Exari has announced the conquest of the “holy grail” in document assembly—The ability to assemble a document, send the result out for comments and editing, and then to bring the document back into the automation environment so that the variables and business logic continue to function on what is now the “customized template”.  They offer a feature which previously was only available in Smartwords (now defunct) and Rapidocs via a proprietary word-processor.  With the advent of WordML (a new open file format of XML files packaged together) it is possible to “safely store metadata” about the rules and structures of a word document, separating content, structure and format.  All of the web based developers are looking at what can be done with WordML to allow the “round tripping” of templates and documents.

Word currently allows you through macros and forms (including InfoPath and Taskbar data entry) to do much of what document assembly software does.  The catch, is that building such system requires specialized expertise in programming.  That means, to do court forms, form agreements and other automated documents requires hiring an experienced programmer.  The strength of the document assembly software is the “easy markup” which can be understood by the lawyers and managers who work with these forms, and the ease of deploying updates. Also with the separation of “business logic” from the word document, such document assembly systems allow the templates to run on multiple versions of Word (and WordPerfect) without recompiling macros.

LexisNexis is continuing to explore new options for its HotDocs platform.  A while back, it built into HotDocs Professional the ability to “Publish Templates” for HotDocs Server.  This means that for a very low investment, you can develop templates for internal use, and when the templates (and users) hit a critical mass, then invest in HotDocs Server.  We at Basha Systems, now work with Accudraft and offer HotDocs Online hosting services for our clients.  We offer our clients NO STARTUP COSTS and NO HARDWARE COST hosting.  For a nominal monthly fee, plus ongoing document automation consulting, we can put a law firm or company online.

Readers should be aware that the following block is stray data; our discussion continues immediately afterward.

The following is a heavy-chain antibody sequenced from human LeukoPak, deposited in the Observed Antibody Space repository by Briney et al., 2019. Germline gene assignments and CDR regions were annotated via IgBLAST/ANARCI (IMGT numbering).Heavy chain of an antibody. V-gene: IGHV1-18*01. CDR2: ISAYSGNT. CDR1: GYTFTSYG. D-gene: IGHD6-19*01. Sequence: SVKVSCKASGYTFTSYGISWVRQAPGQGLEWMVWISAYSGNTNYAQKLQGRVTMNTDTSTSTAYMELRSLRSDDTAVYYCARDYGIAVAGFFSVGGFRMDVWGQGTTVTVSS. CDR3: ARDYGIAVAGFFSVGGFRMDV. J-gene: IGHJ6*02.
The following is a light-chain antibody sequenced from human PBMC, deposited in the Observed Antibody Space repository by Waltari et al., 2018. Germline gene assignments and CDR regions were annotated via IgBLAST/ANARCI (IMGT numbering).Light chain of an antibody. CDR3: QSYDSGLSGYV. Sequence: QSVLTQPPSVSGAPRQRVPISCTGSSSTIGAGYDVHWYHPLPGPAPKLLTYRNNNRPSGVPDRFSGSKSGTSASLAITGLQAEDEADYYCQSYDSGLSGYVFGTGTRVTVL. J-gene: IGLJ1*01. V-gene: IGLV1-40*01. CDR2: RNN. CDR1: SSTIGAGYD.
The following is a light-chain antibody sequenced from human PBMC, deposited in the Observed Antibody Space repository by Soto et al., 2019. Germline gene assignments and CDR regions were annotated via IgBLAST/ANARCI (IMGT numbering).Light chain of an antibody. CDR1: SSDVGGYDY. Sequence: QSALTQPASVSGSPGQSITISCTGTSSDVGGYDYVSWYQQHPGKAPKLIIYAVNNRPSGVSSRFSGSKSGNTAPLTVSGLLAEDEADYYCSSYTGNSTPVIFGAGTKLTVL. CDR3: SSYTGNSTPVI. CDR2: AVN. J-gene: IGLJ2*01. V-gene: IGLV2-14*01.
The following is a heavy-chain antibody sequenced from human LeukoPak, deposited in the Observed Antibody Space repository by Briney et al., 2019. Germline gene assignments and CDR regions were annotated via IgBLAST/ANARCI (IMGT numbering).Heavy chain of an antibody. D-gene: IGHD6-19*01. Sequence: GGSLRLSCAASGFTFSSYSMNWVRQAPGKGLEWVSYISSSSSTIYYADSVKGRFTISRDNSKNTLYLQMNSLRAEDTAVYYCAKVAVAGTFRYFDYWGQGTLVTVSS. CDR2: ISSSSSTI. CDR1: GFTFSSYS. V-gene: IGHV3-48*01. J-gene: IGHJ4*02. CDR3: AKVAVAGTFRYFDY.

So the future is ONLINE … it is just a matter of time.

The Holy Grail

There is much talk about the “Holy Grail” in document assembly.  As those who have seen “Monty Python and the Holy Grail” or more serious students of the Arthurian Romance (as opposed to those who have read “The DaVinci Code”, the Holy Grail is a “chalice” or “cup” which held the blood of the real Christ, was kept as a holy relic by the church for centuries and then was lost to history.  During the middle ages, knights went on quests to “find” and “recover” the Grail.  The Grail was never found.  But the “search for the Grail” filled up thousands of pages of literature, and the hunt for the Grail kept thousands of knights diverted in a quest that kept them from seeking to overthrow corrupt monarchies.

In the world of document assembly, one vendor has claimed to have achieved “the Holy Grail”.  The technology will not be available till late in 2007.  When it is, we will review it.  The question is not whether the Grail can be found, but whether it will be the “solution”.

In a recent newsletter, Exari claims to have achieved the Holy Grail in Document Assembly

The Holy Grail: A Document Assembly System That Reuses Negotiated Clauses
There’s a favorite question that people love to ask when they’re pondering whether document assembly will work for them. It usually goes something like this:

“That’s great, I answer all the questions, the system spits out a great first draft, I send it off to the other side, and their lawyers mess around with the fine print of clauses 11 and 23. Now, can I shove that document back into the document assembly system and change a few of my previous answers?”


Looking into the Myth